I don’t remember much about middle school.
It was the 80s, though, and things were certainly different back then. We had real chalk boards (with erasers that needed periodic clapping), gender-separated gym classes, and junk food and soda in the vending machines.
One memory, in particular, has stayed with me. It happened in science class when a careless student (no, it wasn’t me) accidentally broke a mercury thermometer.
Mercury, of course, is highly toxic. So the teacher evacuated the room, opened the windows, put on gloves and a mask, and cut away the carpet where it spilled. Then he put the spilled mercury in a secure container, and we were kept out of the classroom for several days while the school monitored for vapors.
Of course, I am totally kidding! It was the 80s, remember? He told us to move away from the spill, swept it up, and went right back to teaching. I’m not even sure he washed his hands.
Yesterday’s Rules No Longer Apply
You’d be shocked if a present-day science teacher responded to a mercury spill the way mine did thirty years ago. And that’s understandable; best practices, across all industries, change over time.
In cybersecurity, though, they change very, very quickly.
Here at Fractional CISO, we tend to have two distinct types of clients: those whose companies were formed within the past three years, and those that are older (some, significantly older).
Three years may not seem like a long time. But these older companies began before “current standards” were developed. As a result, we have found all sorts of security “mistakes” – practices that were not mistakes as recently as three years ago.
These include things like HTTP not redirecting to HTTPS, servers or applications that have not been updated in several years, or using outdated cryptographic algorithms.
Notice that I am not talking here about anything that is actually “broken” – the technology is running just fine in terms of supporting its business users. It’s just that in many cases, and even though these companies have “good security practices,” if the same project/function were begun today, it would happen in an entirely different way.
Everyone Needs an Internal Audit
If you are an “old” company (pre-2017), the key to ensuring that your technical teams are not simply “sweeping up spilled mercury” is to perform a periodic, internal audit. Done well, these contain three elements:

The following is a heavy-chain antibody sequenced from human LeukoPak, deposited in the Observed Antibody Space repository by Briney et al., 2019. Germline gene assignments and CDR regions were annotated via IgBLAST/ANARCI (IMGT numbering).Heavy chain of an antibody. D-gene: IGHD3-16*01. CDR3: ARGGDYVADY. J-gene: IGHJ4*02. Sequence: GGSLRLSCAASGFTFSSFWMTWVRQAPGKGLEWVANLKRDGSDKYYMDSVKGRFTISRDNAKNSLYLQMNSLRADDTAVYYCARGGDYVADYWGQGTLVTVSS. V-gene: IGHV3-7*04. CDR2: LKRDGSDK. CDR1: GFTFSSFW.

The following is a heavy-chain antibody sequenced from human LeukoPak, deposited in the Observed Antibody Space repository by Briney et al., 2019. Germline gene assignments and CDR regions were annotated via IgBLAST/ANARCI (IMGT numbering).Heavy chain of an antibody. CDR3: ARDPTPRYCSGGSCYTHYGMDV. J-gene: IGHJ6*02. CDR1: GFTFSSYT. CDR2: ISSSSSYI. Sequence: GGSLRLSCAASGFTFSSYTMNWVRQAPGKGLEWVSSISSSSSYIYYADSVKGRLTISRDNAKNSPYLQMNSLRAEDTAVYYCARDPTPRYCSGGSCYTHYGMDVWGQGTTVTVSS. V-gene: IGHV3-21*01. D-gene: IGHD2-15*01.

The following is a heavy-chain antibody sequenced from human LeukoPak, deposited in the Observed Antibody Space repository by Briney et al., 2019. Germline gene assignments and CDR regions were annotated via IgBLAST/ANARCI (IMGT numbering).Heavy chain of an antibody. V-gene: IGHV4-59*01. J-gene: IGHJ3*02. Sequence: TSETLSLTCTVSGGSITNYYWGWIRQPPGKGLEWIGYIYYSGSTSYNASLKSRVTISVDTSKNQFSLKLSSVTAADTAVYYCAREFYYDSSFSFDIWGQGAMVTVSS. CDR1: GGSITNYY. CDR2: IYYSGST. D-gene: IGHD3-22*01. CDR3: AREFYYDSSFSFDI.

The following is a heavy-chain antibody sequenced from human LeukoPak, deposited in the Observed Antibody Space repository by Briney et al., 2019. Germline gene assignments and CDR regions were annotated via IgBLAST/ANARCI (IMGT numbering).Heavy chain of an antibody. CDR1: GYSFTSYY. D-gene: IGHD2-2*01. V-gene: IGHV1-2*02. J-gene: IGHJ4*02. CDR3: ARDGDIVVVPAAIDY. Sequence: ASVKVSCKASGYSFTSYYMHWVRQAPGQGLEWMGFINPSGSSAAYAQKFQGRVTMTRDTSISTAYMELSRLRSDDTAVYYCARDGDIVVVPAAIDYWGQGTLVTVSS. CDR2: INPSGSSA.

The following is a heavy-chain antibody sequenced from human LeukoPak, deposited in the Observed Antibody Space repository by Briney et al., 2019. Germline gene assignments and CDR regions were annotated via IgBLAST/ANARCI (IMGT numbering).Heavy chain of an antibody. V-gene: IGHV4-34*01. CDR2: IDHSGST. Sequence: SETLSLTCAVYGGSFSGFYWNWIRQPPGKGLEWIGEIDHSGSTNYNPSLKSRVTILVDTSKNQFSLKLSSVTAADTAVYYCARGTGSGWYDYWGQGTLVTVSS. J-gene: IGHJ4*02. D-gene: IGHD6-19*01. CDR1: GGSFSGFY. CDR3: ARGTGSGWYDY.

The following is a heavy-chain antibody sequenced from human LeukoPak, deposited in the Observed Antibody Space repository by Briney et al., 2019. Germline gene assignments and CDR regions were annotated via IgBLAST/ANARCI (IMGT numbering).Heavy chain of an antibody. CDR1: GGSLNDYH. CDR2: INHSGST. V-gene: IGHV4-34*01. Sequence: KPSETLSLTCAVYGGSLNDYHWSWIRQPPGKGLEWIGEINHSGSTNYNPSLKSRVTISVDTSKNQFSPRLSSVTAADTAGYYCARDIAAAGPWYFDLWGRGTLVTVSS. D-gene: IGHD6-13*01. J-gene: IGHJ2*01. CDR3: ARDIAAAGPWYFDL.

Select an internal auditor that doesn’t have a stake in the department. This person need not be an employee (we do these regularly on behalf of our clients), but if they are, they should be free from the constraints and biases that a member of a given department will bring.
2. Functional Breadth.
Make sure your internal audit spans all areas where security vulnerabilities may exist:
Access Control – Who has access to what? Has that person left the organization? Do all of these people need this level of access?
Change Control – Is the organization documenting key system changes properly? Can you figure out if employees are making approved changes or doing random updates?
Assets – Do you have comprehensive lists of all of your devices and applications?
Configuration – Are your cloud permissions and firewall rules set up correctly? Are you updating your systems?
Vendors – Are vendors following your policies? Do they have strong cybersecurity controls?
Alerts and Notifications – Are people looking at alerts? Are they being resolved in a timely manner?
Incident Response Processes – Do people know what to do if an incident occurs? Do they know who they should contact?
Backups – Are you backing everything up correctly? Is it encrypted? Have you tested restoring data?
Internal audits should be performed quarterly for some activities, annually for others. Whatever the specifics, you need to create a schedule and stick to it (audits are notorious for being back-burnered!).
Do these even if you don’t quite know how. You’ll get better over time; when it comes to internal audits, something is better than nothing.
Final Thoughts on Internal Audits
In general, new companies don’t have these types of legacy problems. Unfortunately, in the world of cybersecurity, legacy means three years. Just because you were aligned with best practices at one point, it doesn’t mean you are anymore.
A robust internal audit is critical to ensuring that you are operating securely AND that you are living up to whatever is in your contracts with customers or that you claim in your literature regarding the protection of other people’s data.
I’ll be checking the vending machine for Bugles if you need me.
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